As a professional dog trainer, I am usually asked if the crate is essential when bringing a new dog at home. Crates can provide a sense of security and comfort to most dogs as they naturally seek small and cosy spaces to rest, however not all dogs will react the same way when introduced to a crate.
My view on the use of the crates
Puppies: Crates can be very useful when raising a puppy as will help in preventing toilet accidents (dogs don’t prefer to soil where they sleep) and destructive behaviour. Owners must ensure a proper and smooth introduction with the crate as some puppies will not go in on their own.
The most suitable setting for me personally would be a crate along with an exercise pen that can give the puppy some more space to move around while keeping your house free of accidents (See photo below).
This specific set up gives the puppy the benefit of having their own small and cozy den, enough space to move around, the opportunity to soil only in one area and not in the entire house and the sense of feeling more free and relaxed.
The crate and exercise pen can be certainly used as short-term management tools until the puppy is fully house trained.
Adult/Rescue Dogs: In case you bring an adult rescue dog home, a crate can actually be a big help for them. Rescue dogs that had a rough start in their life, will probably be anxious and insecure in a new environment, people and smells. The crate can provide them a safe space to rest without being interrupted as they are getting used to everyone and come out of their shell. Crate training will make the dog feel safer, more comfortable and confident when there are any scary moments such as thunderstorms, fireworks or construction noises. It also comes in handy when the dog is introduced to new and novel experiences such as a newborn baby being brought home. Dogs will naturally retreat to an area that they feel secure when they are anxious about something.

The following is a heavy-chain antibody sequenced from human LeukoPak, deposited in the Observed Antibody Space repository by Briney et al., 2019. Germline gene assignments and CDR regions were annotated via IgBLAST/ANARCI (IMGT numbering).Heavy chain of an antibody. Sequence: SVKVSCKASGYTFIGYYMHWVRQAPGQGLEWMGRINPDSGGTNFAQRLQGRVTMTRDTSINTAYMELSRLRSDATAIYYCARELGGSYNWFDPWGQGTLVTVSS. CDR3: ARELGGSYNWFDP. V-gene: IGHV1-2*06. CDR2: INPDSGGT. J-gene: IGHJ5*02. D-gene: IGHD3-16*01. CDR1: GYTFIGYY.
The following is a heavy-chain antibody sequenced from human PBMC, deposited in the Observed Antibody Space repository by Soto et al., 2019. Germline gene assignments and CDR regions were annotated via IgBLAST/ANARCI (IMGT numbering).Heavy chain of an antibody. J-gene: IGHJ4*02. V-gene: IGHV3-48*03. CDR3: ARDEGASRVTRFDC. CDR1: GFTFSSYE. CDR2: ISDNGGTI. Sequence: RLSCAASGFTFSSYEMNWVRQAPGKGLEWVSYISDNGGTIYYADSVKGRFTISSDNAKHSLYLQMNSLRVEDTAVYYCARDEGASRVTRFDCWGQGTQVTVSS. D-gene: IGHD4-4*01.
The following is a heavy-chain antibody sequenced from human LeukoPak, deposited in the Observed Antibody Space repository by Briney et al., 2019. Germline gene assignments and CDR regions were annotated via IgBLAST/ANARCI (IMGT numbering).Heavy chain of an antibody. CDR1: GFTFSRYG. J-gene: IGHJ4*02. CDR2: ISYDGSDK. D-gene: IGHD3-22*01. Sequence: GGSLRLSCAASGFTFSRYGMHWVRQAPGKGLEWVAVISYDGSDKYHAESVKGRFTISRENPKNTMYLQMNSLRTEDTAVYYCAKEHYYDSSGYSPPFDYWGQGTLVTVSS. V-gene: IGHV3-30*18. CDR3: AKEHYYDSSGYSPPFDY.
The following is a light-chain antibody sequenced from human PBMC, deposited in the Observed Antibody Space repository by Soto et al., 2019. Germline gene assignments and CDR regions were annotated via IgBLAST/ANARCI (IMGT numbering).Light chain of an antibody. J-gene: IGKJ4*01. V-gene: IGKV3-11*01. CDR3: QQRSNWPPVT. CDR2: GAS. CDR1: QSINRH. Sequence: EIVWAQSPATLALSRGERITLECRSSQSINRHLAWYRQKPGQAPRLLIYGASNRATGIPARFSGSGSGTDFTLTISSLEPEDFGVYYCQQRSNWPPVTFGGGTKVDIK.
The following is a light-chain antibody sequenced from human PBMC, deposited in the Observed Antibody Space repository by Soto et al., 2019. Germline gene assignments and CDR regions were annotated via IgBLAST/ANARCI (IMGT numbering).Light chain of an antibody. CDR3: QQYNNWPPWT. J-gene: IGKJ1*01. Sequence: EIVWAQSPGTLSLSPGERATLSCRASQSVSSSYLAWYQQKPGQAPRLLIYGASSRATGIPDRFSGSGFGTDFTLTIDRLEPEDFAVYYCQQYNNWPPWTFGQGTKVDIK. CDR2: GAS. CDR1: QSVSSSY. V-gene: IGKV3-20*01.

In my personal opinion, all dogs need to be able to feel comfortable and be willing to go, stay and relax in the crate. There will be certain situations that a dog will need to be confined in a crate at some point in their life.
If a dog needs to be admitted to the vet clinic and undergo surgery, it means that they will have to stay inside a cage for hours or even days. Being used to the crate will definitely minimize the stress levels that a dog experiences due to pain, change of environment, new and different smells and sightings at the vet.
A dog might also need to travel in a crate or carrier box at some point in their life. If that dog had been introduced the crate at a young age, it would make them feel safer, happier and way more relaxed.
Crate training can be also very useful when you would like to hoover, mop and clean the house without having the dog walking around. A dog that can go and stay in their bed/crate will always make your life easier.
Please note that the maximum amount of time that a dog can stay locked in a crate should not exceed 4 hours (excluding night time) and this is because dogs need to stretch, walk around and move their body.
Consider getting your dog trained to go to the crate from a young age and believe me, you will never regret it.
Enlist the help of a professional positive dog trainer to ensure that your dog creates a good relationship with the crate and avoid any possible mistakes that could push your dog’s progress back.